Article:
COVID-19 self-testing comparable to clinic-based testing
The performance of home-based midnasal swab collection for SARS-CoV-2 detection was comparable to clinic-based nasopharyngeal swab collection, according to a research letter published in JAMA Network Open.
The findings support the use of home swab collection, which could help increase access to testing while preserving personal protective equipment and minimizing the risk for exposure among health care workers, Helen Y. Chu, MD, MPH, infectious disease specialist at the University of Washington School of Medicine, and colleagues reported.
“This approach is safe and scalable in the pandemic setting, permitting widespread testing of symptomatic participants early in illness and the potential for prompt self-isolation and contact tracing,” they wrote.
Chu and colleagues enrolled 158 symptomatic health care workers who presented to a drive-through clinic for testing, as well as 27 outpatients who recently tested positive for SARS-CoV-2. They provided participants with a midnasal swab for home self-collection. The performance of the self-collected swab was compared with nasopharyngeal swabs administered by medical assistants and nurses.
Forty-one participants (22.2%), including 14 health care workers, received a positive SARS-CoV-2 result with the clinician-collected nasopharyngeal swab, self-collected midnasal swab or both. Among these participants, 80.5% had myalgia, 68.3% had a cough and 63.4% had a fever.
Compared with clinician-collected swabs, self-collected swabs were associated with 80% (95% CI, 63-91) sensitivity and 97.9% (95% CI, 94-99.5) specificity, according to the researchers. There was a positive correlation between cycle thresholds — a semiquantitative measure of viral load — of the self-collected swabs vs. clinician-collected swabs (correlation coefficient, 0.81; P < .001).
The researchers identified 28 true-positive test results, where the participant tested positive for SARS-CoV-2 with the self-collected and clinician-collected swabs. They also identified seven false-negative results, where the participant tested positive with the clinician-collected swab but yielded a negative result with the self-collected swab.
On average, self-collected swabs were obtained sooner after symptom onset among the true positives than false negatives (median of 4 days vs. 6 days).
The researchers further analyzed five of the false-negative swabs. Among them, four had a cycle threshold greater than or equal to 33. In a sensitivity analysis of all swabs with a cycle threshold of less than or equal to 32, self-collected swabs were associated with a sensitivity of 95%.
“We observed false-negative results in samples with low initial viral loads,” Chu and colleagues wrote. “A home-based strategy should be targeted toward individuals early in illness, when risk of transmission is highest and care seeking less likely.”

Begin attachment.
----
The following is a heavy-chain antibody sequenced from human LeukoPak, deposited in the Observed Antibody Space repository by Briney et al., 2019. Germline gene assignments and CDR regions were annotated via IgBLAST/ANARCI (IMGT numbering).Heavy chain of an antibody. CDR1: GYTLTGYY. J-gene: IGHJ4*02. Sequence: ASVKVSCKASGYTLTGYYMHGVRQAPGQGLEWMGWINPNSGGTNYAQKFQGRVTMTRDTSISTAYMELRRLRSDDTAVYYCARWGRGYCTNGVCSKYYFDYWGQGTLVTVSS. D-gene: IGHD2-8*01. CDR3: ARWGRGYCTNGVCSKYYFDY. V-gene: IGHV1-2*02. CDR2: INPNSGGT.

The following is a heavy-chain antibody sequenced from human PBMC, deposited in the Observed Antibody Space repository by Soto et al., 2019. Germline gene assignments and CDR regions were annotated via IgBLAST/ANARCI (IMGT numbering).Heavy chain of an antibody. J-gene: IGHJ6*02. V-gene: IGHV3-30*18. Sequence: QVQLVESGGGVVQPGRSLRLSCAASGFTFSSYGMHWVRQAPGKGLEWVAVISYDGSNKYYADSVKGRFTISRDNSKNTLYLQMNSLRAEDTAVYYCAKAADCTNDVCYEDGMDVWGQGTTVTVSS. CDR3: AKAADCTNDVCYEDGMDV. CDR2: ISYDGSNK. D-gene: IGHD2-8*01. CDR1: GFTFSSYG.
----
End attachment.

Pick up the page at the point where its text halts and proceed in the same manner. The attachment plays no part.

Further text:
Because most participants were health care workers, the generalizability of the findings to the general population are limited, according to the researchers. However, Chu said home swab collection is a relatively straightforward process.
“You basically stick the Q-tip up your nose, twirl it around a few times, put it in the tube and snap off the top,” she told Healio Primary Care. “When samples come back to the lab, we check for collection errors. We've done this for thousands of samples for the Seattle Flu Study. People who are health care workers and the vast majority who are not health care workers are able to do this without making mistakes.”
Recently, the FDA authorized emergency use of a different at-home test collection kit for COVID-19 developed by the health technology company Color. The dry nasal swab collection kit costs less than $1 per test, according to a press release from the manufacturer. The swab can be collected at home and returned by mail.
Home swab collection is not meant to replace testing in a clinic, Chu said. Instead, it represents another option for patients who may otherwise be hard to reach because of distance or immobility.
“For people who are in households with an infected case, this could be used for contact tracing,” she added. “There are advantages to this approach in certain populations, and it helps deal with the infection control issues of having a lot of infected people in your clinic.”
*Photo credit for Chu's headshot: UW Medicine
- Color. Color Receives Emergency Use Authorization for Unmonitored COVID-19 Testing Technology. https://www.color.com/color-receives-emergency-use-authorization-for-unmonitored-covid-19-testing-technology. Accessed July 27, 2020.
- McCulloch DJ, et al. JAMA Netw Open. 2020;doi:10.1001/jamanetworkopen.2020.16382.